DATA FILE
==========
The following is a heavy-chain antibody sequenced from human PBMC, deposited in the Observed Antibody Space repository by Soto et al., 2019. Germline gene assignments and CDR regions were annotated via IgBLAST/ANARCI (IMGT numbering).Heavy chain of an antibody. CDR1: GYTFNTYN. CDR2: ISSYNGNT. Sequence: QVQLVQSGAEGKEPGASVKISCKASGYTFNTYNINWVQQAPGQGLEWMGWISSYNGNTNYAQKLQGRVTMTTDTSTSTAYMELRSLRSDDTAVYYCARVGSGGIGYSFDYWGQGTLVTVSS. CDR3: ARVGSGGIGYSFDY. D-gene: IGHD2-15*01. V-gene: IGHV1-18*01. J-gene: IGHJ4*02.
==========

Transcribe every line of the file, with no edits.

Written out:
The following is a heavy-chain antibody sequenced from human PBMC, deposited in the Observed Antibody Space repository by Soto et al., 2019. Germline gene assignments and CDR regions were annotated via IgBLAST/ANARCI (IMGT numbering).Heavy chain of an antibody. CDR1: GYTFNTYN. CDR2: ISSYNGNT. Sequence: QVQLVQSGAEGKEPGASVKISCKASGYTFNTYNINWVQQAPGQGLEWMGWISSYNGNTNYAQKLQGRVTMTTDTSTSTAYMELRSLRSDDTAVYYCARVGSGGIGYSFDYWGQGTLVTVSS. CDR3: ARVGSGGIGYSFDY. D-gene: IGHD2-15*01. V-gene: IGHV1-18*01. J-gene: IGHJ4*02.